Putinism: Russia and its Future with the West by Walter Laqueur


“There is no question that tensions between Russia and America are on the rise. The forced annexation of Crimea, the downing of Malaysia Airlines flight 17, and the Russian government’s treatment of homosexuals have created diplomatic standoffs and led to a volley of economic sanctions. In America, much of the blame for Russia’s recent hostility has fallen on steely-eyed President Vladimir Putin and many have begun to wonder if they we are witnessing the rebirth of Cold War-style dictatorship.

Not so fast, argues veteran historian Walter Laqueur.
For two decades, Laqueur has been ahead of the curve, predicting events in post-Soviet Russia with uncanny accuracy. In Putinism, he deftly demonstrates how three long-standing pillars of Russian ideology-a strong belief in the Orthodox Church, a sense of Eurasian “manifest destiny,” and a fear of foreign enemies-continue to exert a powerful influence on the Russian populous. In fact, today’s Russians have more in common with their counterparts from 1904 than 1954 and Putin is much more a servant of his people than we might think.
Topical and provocative, Putinism contains much more than historical analysis. Looking to the future, Laqueur explains how America’s tendency to see Russia as a Cold War relic is dangerous and premature. Russia can and will challenge the West and it is in our best interest to figure out exactly who we are facing-and what they want-before it is too late.”

I have a policy to generally not rate non-fiction titles. It’s especially hard to “rate” a political or historical non-fiction unless you happen to be a Ph.D in the topic at hand, which I am not. So instead, I give you a few points that stood out to me, and what I learned. Self-education is the reason I love non.

  1. About Russian politics- It’s complicated. And yet it’s not. After the fall of the Soviet Union and communism (state control and ownership of the economy) leaders understood they needed a freer (I use that word lightly) market to ramp up a very poor economy. Therefore ownership of huge portions of the economy transferred not to a free market but to a handful of people known now as Oligarchs. These oligarchs became very, very rich and now have a huge influence over political leaders. They are viewed poorly by the masses while Putin has overwhelming support and approval.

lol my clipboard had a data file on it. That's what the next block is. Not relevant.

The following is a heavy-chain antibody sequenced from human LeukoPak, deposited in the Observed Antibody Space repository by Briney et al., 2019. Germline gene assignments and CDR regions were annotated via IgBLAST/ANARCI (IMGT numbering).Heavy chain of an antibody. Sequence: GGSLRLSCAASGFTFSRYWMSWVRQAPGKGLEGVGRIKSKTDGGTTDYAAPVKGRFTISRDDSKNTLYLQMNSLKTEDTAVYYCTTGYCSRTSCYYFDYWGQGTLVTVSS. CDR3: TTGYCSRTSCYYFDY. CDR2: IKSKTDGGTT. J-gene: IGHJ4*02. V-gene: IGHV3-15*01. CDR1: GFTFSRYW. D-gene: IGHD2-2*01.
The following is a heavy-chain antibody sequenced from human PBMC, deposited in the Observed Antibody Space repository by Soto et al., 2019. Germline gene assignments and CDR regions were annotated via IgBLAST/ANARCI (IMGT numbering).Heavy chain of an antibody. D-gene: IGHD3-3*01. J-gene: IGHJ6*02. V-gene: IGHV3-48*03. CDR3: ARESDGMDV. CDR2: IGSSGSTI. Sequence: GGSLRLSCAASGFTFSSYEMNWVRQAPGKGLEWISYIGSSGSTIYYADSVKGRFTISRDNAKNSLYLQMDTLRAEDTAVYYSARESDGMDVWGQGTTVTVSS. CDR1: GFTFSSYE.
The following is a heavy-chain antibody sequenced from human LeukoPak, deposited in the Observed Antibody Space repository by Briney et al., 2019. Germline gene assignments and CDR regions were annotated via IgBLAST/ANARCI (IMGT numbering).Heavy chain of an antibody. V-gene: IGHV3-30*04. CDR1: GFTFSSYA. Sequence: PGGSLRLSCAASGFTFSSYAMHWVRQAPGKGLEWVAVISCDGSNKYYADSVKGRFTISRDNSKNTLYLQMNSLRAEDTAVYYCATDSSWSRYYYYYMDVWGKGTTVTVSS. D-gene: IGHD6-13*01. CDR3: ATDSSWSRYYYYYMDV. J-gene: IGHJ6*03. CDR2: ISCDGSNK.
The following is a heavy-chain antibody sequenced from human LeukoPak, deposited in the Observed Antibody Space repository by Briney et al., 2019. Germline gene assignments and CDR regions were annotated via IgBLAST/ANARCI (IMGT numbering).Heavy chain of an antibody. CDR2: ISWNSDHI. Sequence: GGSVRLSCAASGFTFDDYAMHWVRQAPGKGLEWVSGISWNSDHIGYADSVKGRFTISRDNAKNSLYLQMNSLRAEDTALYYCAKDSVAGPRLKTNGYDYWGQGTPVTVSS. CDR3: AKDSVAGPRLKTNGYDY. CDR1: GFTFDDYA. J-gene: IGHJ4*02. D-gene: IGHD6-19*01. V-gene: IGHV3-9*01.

2. Not everyone wants to be free. At least not “free” as I understand it as a Westerner. Some countries, Russia specifically here, prefer a strongman. That is just the truth. We hear so much about the so called opposition, but even those opposed to Putin and his form of dictatorship-light, are themselves on the extreme fringes. Extreme on the left and right, which the author points out, there is little difference in. Political parties are only a hundred years old in Russia. They lived under Tsars for hundreds of years until the revolution which gave them Bolshevism. The country has never been free as we understand it and political parties are not as strong as one may think in the country.
  3. The economy makes or breaks countries. Perhaps the single greatest reason for Russia’s economic comeback after the fall of the Soviet Union is oil and gas. The industry provided a needed boon to the economy, created a new middle class, and allowed Putin to become as popular as he is today within the country. The future internal and geopolitical outlook cannot be predicted because so much depends on what happens with the economy.
  4. Population matters. The decline of countries population matters. In what directions socially and politically a country takes, the majority view comes out on top. This is true for world stability as well. Do yourself a favor a take a few minutes to look this up.
  5. Russians want to be a super power and regain the glory of the past. We can expect more land grabs. There is a long held and deeply rooted thought that everyone outside of Russia, is out to get Russia. Today’s loudest thinkers and intelligentsia share voices from the past that also held this belief. Great authors, philosophers and leaders who also believe in a mysticism (which is not easily explained)  are quoted and read by the masses and leaders alike.
  6. Religion plays a very important role in the new doctrine.

I hope my elementary overview gives you a bit of insight. As stated previously, it’s complicated. I do think it is of the greatest importance for us to understand and be aware of what others think and hold true. Know what voices are the loudest in other countries and in what direction we are headed, not just in our own country but across the world. I advocate for reading non-fiction and this is why.


2 thoughts on “Putinism: Russia and its Future with the West by Walter Laqueur”

  1. This is so great! I need to read this book. You already know how near and dear to my heart this topic is, and it’s always so wonderful to see other people get interested. Most modern International Relations specialists spend so much time focusing on the Middle East and Asia (China and Japan), but I think it would be disastrous to totally discount Russia.

    1. There’s a lot said about Russia’s relationship with China! A good book and would be a quick read for you! Bookoutlet!

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